For Mike Myers, it is not the least bit humbling to go from making comedies for millions of viewers to performing for an audience of one, assuming that person is his 2-year-old son, Spike.

One spring afternoon, Myers was in the living room of his downtown Manhattan penthouse, helping retrieve a toy truck that the towheaded Spike was repeatedly dropping on the floor, accompanying the task with his dead-on re-creation of engine noises.

“A truck makes this sound,” Myers said, gurgling to Spike’s delight. “Rrrr, rrrr, rrrr, rrrrrrrrrrrrr!”

While his wife, Kelly, then nine months’ pregnant with their second child, worked in the kitchen, Myers was beaming about Spike’s incipient ability to imitate a phone call on a toy phone.

“He goes, ‘Goo-key-goo,’ ” Myers said, pressing buttons on an invisible keypad. “He makes a little breath, and then he goes, ‘Hi there.’ I’m, like, ‘Wow, dude, that’s some micro-observation.’ ”

Using his own well-honed aptitude for scrutiny and mimicry, Myers became one of the most successful comedians of his era, first on “Saturday Night Live” and in the “Wayne’s World” movies, then as a saucy secret agent in the “Austin Powers” series and the voice of a misunderstood ogre in the “Shrek” animated features.

For the five years that followed the awful performance of his 2008 film “The Love Guru,” it seemed as if Myers had gone into hiding, having abandoned those personas for the role of a man focused on family. Now, he is returning in similarly perplexing fashion with a new film, “Supermensch: The Legend of Shep Gordon.”

This movie, which the Weinstein Co.’s Radius division will release June 6, is Myers’ directorial debut, but it is not, strictly speaking, a comedy. It is a documentary about Gordon, a talent manager who has worked with Alice Cooper, Teddy Pendergrass and other artists, and who lived a hedonistic rock ’n’ roll lifestyle before taking a late turn to the spiritual and altruistic.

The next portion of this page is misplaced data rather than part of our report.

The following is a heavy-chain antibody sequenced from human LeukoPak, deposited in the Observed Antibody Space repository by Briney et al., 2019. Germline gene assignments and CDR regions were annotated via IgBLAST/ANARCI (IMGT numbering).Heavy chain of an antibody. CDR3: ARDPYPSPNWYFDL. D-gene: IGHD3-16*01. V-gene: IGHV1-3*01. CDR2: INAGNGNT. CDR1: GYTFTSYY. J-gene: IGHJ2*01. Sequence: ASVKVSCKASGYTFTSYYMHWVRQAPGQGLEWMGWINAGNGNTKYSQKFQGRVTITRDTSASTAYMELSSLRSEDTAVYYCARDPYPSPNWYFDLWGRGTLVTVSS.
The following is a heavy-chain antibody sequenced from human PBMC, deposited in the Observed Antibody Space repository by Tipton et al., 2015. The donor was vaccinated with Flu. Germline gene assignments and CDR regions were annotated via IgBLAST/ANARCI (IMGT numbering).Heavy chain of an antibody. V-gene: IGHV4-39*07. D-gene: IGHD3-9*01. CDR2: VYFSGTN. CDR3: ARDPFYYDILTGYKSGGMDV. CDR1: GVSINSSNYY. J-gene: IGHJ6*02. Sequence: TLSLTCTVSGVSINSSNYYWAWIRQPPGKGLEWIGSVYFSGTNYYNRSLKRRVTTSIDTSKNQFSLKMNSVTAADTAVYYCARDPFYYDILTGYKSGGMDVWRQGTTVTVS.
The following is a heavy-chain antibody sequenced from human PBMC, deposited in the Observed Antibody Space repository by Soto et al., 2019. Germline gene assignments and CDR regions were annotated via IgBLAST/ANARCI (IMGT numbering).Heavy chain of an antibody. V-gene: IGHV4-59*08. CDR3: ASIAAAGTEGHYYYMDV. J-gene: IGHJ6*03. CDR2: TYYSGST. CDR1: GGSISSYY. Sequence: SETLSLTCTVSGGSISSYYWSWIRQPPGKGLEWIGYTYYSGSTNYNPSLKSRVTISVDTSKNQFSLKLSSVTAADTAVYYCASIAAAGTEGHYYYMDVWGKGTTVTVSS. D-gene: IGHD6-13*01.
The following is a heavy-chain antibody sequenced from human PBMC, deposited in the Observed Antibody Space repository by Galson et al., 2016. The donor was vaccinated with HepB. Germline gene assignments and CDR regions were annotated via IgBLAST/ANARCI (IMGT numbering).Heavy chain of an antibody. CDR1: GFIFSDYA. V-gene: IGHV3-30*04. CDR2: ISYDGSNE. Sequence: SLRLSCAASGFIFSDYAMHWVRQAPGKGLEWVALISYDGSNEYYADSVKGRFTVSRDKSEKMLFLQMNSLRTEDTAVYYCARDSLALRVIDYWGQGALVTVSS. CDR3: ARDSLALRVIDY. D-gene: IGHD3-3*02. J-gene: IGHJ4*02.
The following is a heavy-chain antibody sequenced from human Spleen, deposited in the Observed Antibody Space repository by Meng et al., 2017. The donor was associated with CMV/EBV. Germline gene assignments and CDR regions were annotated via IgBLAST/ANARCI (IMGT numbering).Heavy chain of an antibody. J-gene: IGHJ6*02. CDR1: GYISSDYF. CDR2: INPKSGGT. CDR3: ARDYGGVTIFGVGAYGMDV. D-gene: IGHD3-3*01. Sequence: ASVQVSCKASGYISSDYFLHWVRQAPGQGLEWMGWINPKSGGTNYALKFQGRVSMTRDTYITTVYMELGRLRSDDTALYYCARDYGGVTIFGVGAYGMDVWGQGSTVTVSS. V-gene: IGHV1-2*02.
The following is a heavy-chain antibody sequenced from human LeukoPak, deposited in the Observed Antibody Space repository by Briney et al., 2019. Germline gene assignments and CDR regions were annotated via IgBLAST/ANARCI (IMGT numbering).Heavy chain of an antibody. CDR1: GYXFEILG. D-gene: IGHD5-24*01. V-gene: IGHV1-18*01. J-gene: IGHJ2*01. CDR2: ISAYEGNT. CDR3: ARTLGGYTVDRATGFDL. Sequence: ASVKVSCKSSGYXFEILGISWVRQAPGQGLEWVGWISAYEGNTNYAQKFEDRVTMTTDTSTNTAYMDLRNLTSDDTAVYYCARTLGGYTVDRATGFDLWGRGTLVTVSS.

If a passion project like “Supermensch” seems difficult to reconcile with Myers’ mainstream movies, the documentary is, in the eyes of its director, a perfect unfolding of artistic passions that more often point him in esoteric directions.

For him, “Supermensch” is not only the story of a peculiar show-business veteran with an unexpected trajectory but also of an idiosyncratic filmmaker for whom widespread recognition was an aberration rather than a goal.

“I don’t have a normal career,” Myers said. “I never have and never will, and I’ve been happy with that since the beginning. It’s a world of quirk.”

Myers, who turns 51 next week, has semi-grown up to be a pleasant eccentric with a gently effusive and talkative manner. He still wears a boyish haircut and dresses in jeans and T-shirts; he is equally conversant in classic rock music and Cahiers du Cinéma; and he decorates his bookshelves with his own paintings of Colonel Sanders, the KFC founder and corporate face, done in the styles of Vermeer and Lucian Freud. (“I never understood why American chicken had to be militarized,” Myers explained.)

What had always interested him about Gordon, Myers said, “is how he has not sought to be famous at all, but has toiled in the fields of fame.”

“In all of his stories,” Myers said, “it occurred to me that fame is the industrial disease of creativity. There’s a toxicity to fame that will have reproductive harm.”

Gordon, 68, a tall, lean man who now lives in Maui but whose deep voice never lost its Long Island accent, said he resisted Myers’ entreaties while pondering whether he wanted to make an open display of his life.